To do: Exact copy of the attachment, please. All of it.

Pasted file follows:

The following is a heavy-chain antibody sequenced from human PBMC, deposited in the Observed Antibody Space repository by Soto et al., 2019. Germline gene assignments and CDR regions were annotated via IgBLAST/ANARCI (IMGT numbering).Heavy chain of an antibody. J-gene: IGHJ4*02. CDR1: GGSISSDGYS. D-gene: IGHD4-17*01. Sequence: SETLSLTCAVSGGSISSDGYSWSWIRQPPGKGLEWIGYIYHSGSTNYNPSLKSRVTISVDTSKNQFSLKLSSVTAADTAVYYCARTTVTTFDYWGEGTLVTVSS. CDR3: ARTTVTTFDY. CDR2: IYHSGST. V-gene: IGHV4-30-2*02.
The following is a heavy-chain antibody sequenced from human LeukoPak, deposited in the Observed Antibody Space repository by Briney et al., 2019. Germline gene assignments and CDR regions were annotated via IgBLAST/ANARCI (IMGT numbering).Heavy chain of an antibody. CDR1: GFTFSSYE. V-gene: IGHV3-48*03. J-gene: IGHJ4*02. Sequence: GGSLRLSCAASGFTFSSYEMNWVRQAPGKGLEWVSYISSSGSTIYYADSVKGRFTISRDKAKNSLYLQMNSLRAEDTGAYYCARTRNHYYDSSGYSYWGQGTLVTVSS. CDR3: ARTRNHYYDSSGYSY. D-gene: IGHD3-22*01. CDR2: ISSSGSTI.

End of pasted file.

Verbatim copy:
The following is a heavy-chain antibody sequenced from human PBMC, deposited in the Observed Antibody Space repository by Soto et al., 2019. Germline gene assignments and CDR regions were annotated via IgBLAST/ANARCI (IMGT numbering).Heavy chain of an antibody. J-gene: IGHJ4*02. CDR1: GGSISSDGYS. D-gene: IGHD4-17*01. Sequence: SETLSLTCAVSGGSISSDGYSWSWIRQPPGKGLEWIGYIYHSGSTNYNPSLKSRVTISVDTSKNQFSLKLSSVTAADTAVYYCARTTVTTFDYWGEGTLVTVSS. CDR3: ARTTVTTFDY. CDR2: IYHSGST. V-gene: IGHV4-30-2*02.
The following is a heavy-chain antibody sequenced from human LeukoPak, deposited in the Observed Antibody Space repository by Briney et al., 2019. Germline gene assignments and CDR regions were annotated via IgBLAST/ANARCI (IMGT numbering).Heavy chain of an antibody. CDR1: GFTFSSYE. V-gene: IGHV3-48*03. J-gene: IGHJ4*02. Sequence: GGSLRLSCAASGFTFSSYEMNWVRQAPGKGLEWVSYISSSGSTIYYADSVKGRFTISRDKAKNSLYLQMNSLRAEDTGAYYCARTRNHYYDSSGYSYWGQGTLVTVSS. CDR3: ARTRNHYYDSSGYSY. D-gene: IGHD3-22*01. CDR2: ISSSGSTI.